Currency exchange can be understood well if you understand first the history. For hundreds of years, gold has backed up the numerous currencies of the world. This signifies that paper currency has been represented by an actual gold amount kept by the government that issued it in a safe location.
In the 1930s, the United States rated the US dollar at an unchanging level, wherein every $35 US dollar is equal to one ounce of gold. Accordingly, any other kind of currency is valued easier against the dollar for its value can be based on gold. Hence, a currency that is worth three times as much gold as the US dollar was worth three times as much as the US dollar. However, this didn’t last very long since, ultimately, the real world economics moved faster that this system could keep up.
These days, the US dollar is still considered atop most financial markets, but the difference is that it is no longer represented by an actual amount of gold or any other precious substance for that matter. The market now controls the US dollar and there are two main systems that determine the exchange rates, namely the floating currency system and the pegged currency system. Here is a brief discussion of the two systems that you need to consider.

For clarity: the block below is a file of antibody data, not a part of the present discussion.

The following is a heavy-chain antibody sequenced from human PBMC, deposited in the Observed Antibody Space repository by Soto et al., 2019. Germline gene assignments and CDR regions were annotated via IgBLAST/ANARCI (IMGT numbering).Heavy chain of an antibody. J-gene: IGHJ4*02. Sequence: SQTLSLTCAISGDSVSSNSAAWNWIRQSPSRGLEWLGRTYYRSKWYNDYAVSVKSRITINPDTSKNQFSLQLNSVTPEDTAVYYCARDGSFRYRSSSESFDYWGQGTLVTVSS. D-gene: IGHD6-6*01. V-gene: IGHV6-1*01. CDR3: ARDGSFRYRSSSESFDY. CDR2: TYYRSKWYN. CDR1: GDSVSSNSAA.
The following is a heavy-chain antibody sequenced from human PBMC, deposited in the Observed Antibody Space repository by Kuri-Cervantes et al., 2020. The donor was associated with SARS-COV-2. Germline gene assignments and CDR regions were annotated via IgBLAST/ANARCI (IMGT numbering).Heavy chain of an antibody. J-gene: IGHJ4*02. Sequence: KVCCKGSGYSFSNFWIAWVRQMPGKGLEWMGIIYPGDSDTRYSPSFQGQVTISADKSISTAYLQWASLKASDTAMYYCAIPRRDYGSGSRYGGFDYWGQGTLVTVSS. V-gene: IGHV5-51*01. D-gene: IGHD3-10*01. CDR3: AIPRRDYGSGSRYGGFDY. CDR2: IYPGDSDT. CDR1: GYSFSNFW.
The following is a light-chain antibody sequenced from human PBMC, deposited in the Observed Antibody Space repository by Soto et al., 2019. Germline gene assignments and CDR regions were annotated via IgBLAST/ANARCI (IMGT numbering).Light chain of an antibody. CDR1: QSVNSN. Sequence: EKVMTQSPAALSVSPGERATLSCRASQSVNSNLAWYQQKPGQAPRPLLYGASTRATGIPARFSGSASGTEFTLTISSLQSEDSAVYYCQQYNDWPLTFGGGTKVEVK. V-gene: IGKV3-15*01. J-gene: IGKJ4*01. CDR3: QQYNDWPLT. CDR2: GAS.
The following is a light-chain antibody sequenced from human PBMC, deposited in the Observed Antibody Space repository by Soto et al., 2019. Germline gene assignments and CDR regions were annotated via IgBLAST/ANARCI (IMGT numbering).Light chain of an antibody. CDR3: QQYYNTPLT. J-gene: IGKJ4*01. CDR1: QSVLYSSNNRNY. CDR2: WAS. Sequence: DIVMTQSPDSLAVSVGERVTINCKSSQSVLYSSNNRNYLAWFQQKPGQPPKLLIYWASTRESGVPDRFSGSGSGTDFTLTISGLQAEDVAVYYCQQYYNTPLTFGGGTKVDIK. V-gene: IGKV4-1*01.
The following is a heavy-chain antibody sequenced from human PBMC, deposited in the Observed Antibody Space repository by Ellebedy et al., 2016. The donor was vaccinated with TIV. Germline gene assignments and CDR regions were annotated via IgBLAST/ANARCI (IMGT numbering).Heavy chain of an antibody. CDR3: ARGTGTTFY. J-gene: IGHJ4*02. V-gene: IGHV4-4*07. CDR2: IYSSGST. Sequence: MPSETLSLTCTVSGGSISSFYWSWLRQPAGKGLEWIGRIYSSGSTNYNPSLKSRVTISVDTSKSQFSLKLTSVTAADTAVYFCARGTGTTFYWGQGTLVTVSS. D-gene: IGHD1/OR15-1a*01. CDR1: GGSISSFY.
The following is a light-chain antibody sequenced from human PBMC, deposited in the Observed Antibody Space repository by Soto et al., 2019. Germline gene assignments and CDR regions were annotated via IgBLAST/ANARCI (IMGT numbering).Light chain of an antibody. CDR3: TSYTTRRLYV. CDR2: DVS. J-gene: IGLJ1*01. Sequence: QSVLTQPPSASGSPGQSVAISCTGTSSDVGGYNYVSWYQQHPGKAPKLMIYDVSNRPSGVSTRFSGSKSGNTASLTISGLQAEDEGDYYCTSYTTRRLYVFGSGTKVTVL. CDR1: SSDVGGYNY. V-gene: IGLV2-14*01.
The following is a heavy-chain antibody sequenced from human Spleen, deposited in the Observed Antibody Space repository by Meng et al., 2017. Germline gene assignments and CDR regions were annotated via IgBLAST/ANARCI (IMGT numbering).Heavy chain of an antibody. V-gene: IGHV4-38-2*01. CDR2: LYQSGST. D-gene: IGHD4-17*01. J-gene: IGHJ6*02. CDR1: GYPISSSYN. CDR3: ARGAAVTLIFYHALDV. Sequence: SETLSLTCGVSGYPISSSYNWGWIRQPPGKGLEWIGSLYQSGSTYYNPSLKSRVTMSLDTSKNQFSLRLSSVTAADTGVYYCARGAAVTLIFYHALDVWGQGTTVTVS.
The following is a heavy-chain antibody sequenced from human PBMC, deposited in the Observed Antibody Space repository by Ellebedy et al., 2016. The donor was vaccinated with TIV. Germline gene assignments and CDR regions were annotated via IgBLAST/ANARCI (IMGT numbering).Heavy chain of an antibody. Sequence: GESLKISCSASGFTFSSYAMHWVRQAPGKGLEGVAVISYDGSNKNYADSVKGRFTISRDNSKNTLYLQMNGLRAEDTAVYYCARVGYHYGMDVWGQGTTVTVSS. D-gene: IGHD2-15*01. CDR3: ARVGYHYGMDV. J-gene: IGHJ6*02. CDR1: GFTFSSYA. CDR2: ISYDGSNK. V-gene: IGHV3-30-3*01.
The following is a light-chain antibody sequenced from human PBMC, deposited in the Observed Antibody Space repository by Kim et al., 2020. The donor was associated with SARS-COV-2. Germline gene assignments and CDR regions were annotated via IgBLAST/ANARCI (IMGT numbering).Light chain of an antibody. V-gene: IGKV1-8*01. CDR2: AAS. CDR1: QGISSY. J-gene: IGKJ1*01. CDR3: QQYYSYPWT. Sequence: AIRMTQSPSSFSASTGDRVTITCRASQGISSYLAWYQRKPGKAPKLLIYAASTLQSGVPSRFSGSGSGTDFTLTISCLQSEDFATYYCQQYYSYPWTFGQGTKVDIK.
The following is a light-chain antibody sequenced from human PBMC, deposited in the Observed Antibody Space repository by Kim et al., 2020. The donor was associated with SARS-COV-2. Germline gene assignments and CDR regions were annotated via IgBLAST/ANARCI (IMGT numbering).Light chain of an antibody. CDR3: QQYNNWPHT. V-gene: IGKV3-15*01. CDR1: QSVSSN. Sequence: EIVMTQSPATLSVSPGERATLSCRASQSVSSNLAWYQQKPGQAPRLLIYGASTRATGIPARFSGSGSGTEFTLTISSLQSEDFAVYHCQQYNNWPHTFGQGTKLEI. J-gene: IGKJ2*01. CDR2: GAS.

The market determines the rates in a floating exchange system, which basically means that the value of the currency is equivalent to what the market is willing to pay. This is regarded simple supply and demand, which think of factors such as inflation, import and export ratios, and several other things related to economy. This system is usually used by major nations in the world as a result of having much more stable economic markets. Floating exchanges rates are also more widely used because they are considered to be the most efficient. They count more on the market to fix the rates as they deal with inflation and other economic changes.
As a fixed rate system, the pegged system is maintained by the government so, it doesn’t fluctuate because it is pegged directly to some other countries currency, usually the US dollar. This kind of system is often used where economies have the possibility of becoming unstable or immature, particularly in developing countries as they give an effort to protect themselves against wildly out of control inflation. This can easily backfire because black markets may tend to spring up to exchange currency at its market value, thus, ignoring the rate set by the government.
Some people may recognize that their currency is worth as much as what they government says so they are likely to flood the market and exchange their currency with others. As a result, the money exchange rate is driven to become dangerously low and the currency of a particular country becomes worthless.
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